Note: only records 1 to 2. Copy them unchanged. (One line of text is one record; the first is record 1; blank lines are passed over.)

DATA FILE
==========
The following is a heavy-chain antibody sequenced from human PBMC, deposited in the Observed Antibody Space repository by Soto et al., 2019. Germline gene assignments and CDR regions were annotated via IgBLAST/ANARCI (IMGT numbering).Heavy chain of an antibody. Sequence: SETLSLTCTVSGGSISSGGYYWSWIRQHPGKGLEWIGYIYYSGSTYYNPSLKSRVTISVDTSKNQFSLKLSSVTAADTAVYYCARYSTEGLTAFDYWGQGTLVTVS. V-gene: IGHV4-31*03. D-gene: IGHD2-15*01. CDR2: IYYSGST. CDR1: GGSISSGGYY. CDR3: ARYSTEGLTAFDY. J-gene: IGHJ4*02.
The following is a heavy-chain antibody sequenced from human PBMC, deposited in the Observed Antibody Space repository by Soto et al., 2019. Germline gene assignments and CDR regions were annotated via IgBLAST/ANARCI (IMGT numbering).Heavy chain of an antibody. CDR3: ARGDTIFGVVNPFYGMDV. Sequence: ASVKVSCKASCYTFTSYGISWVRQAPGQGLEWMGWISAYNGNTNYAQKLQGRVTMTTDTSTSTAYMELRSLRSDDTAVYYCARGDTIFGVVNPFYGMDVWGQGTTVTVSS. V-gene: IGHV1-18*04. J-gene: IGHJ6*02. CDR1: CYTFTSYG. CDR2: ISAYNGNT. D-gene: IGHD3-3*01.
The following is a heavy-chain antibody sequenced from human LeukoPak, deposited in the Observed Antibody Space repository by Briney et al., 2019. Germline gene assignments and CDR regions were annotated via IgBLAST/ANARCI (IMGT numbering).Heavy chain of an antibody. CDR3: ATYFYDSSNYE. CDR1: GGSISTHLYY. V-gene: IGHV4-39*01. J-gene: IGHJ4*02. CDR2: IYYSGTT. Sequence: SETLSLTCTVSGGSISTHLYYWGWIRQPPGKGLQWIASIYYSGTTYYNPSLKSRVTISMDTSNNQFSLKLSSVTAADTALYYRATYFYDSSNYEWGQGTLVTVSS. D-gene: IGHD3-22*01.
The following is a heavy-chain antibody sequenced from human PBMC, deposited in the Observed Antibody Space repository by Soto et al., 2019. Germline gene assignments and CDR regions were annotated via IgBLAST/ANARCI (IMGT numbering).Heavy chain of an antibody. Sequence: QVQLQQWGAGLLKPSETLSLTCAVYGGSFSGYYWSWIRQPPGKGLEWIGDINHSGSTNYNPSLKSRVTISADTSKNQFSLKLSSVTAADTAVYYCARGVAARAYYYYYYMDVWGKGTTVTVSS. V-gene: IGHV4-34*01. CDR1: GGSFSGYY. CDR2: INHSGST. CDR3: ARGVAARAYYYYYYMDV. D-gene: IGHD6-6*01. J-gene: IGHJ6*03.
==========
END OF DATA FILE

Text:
The following is a heavy-chain antibody sequenced from human PBMC, deposited in the Observed Antibody Space repository by Soto et al., 2019. Germline gene assignments and CDR regions were annotated via IgBLAST/ANARCI (IMGT numbering).Heavy chain of an antibody. Sequence: SETLSLTCTVSGGSISSGGYYWSWIRQHPGKGLEWIGYIYYSGSTYYNPSLKSRVTISVDTSKNQFSLKLSSVTAADTAVYYCARYSTEGLTAFDYWGQGTLVTVS. V-gene: IGHV4-31*03. D-gene: IGHD2-15*01. CDR2: IYYSGST. CDR1: GGSISSGGYY. CDR3: ARYSTEGLTAFDY. J-gene: IGHJ4*02.
The following is a heavy-chain antibody sequenced from human PBMC, deposited in the Observed Antibody Space repository by Soto et al., 2019. Germline gene assignments and CDR regions were annotated via IgBLAST/ANARCI (IMGT numbering).Heavy chain of an antibody. CDR3: ARGDTIFGVVNPFYGMDV. Sequence: ASVKVSCKASCYTFTSYGISWVRQAPGQGLEWMGWISAYNGNTNYAQKLQGRVTMTTDTSTSTAYMELRSLRSDDTAVYYCARGDTIFGVVNPFYGMDVWGQGTTVTVSS. V-gene: IGHV1-18*04. J-gene: IGHJ6*02. CDR1: CYTFTSYG. CDR2: ISAYNGNT. D-gene: IGHD3-3*01.